By Ann Scott Tyson
Washington Post Staff Writer
Thursday, June 10, 2010; B04
Metro officials, dismayed by an arbitration decision that has reinstated two fired bus drivers -- one involved in a fatal accident and another who punched a police officer dressed as McGruff the Crime Dog -- are seeking to persuade one of the drivers to take another job.
On Wednesday, the Washington Examiner reported that the workers were returning to Metro.
However, Metro officials said they do not think that Ronald Taylor, who was driving the bus that struck a taxi Sept. 26, 2008, and killed a father of two, should return to Metro as a bus driver.
"We are looking at placing him in another non-sensitive safety job," said one official, who spoke on the condition of anonymity because the issue was unresolved. "I expect a decision to be made very soon."
Taylor was not charged with any crime or cited by police for any traffic violation, but Metro terminated him Oct. 10, 2008, after an internal investigation found that he had violated Metrobus rules.
"We believe he ran a red light, which resulted in a major preventable accident," Metro spokeswoman Lisa Farbstein said.
Arbitrator David Vaughn decided that there was not sufficient evidence to conclude that Taylor ran a red light because he did not think an eyewitness account was credible, Metro officials said.
Taylor, whom Vaughn awarded full back pay, is prepared to return to work this month, but Metro has placed him on paid administrative leave.
Metro officials also objected to the reinstatement of Shawn Brim, who pulled his bus over near Spring Road and 14th Street NW on Feb. 28, 2009, disembarked and punched in the head an off-duty police officer dressed as McGruff the Crime Dog, who educates children about crime prevention.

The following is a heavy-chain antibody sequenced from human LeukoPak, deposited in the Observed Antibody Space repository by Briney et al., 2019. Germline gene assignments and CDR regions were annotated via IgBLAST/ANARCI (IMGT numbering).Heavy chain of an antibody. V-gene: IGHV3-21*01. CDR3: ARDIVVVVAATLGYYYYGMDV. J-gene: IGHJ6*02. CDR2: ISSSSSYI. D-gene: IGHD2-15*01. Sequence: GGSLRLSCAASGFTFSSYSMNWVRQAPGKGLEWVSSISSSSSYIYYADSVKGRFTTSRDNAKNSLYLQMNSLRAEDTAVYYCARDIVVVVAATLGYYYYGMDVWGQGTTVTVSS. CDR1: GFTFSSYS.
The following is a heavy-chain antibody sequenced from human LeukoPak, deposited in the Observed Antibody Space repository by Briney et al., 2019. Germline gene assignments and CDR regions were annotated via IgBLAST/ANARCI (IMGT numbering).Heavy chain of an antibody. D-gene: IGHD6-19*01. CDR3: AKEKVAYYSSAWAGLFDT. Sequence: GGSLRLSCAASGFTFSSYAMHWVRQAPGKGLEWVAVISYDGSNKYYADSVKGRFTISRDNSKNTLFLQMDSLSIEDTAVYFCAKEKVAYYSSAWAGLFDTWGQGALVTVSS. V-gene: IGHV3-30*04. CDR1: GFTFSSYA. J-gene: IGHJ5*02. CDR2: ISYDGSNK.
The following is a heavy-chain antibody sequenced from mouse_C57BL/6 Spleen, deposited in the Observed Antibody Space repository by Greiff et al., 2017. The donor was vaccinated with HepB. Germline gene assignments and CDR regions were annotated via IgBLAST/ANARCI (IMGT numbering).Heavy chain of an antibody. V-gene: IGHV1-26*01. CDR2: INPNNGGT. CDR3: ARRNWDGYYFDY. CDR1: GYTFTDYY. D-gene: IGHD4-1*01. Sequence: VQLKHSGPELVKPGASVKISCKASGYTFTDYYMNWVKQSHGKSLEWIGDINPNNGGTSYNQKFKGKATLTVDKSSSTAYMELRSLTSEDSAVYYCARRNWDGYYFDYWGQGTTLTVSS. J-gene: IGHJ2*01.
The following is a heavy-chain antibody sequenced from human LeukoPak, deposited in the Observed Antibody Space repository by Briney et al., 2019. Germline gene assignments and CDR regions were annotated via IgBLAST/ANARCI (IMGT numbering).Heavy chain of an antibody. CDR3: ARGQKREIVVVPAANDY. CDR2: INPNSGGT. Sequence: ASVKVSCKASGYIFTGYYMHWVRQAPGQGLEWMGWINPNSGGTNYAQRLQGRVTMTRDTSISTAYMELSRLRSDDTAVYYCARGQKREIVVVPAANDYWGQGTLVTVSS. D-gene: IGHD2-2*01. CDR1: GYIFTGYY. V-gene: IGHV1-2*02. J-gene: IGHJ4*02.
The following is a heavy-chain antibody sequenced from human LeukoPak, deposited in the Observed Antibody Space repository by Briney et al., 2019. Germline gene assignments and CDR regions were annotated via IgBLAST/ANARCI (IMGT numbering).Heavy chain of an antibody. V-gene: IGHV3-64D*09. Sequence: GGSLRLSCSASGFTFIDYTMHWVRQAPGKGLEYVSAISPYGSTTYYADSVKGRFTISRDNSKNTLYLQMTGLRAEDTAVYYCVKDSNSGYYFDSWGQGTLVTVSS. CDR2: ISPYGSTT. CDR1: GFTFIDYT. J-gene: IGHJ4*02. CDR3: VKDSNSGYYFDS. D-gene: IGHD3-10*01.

Metro fired Brim on March 6, 2009. "We . . . terminated him for violating workplace rules, as there shall be no workplace violence," Farbstein said. Brim was found guilty of simple assault in D.C. Superior Court and received a 15-day suspended sentence and six months of probation.
However, Vaughn, the arbitrator, decided that Brim's actions, although illegal and inappropriate, were not undertaken with malicious intent. Vaughn based his decision on witness statements, including those of the police officer, Tyrone Hardy, Metro officials said.
Vaughn reduced Brim's penalty to a 30-day suspension and awarded him back pay for the rest of the time. Farbstein did not know the value of back pay awarded in either case.
"The fact that the arbitrator would put them back in the driver's seat is shocking to us," Farbstein said of the drivers.
Brim has undergone retraining and is expected to resume work at Metro as a bus driver, she said. He "exercised extremely poor judgment," she said and should not return to work regardless of whether he can drive a bus safely.
The bus drivers filed grievances, which resulted in the arbitration by a neutral party. Metro cannot appeal the decisions, Farbstein said.
"We do not believe the arbitrator was arbitrary or capricious or that his decision violates any laws," she said.
The union declined to comment.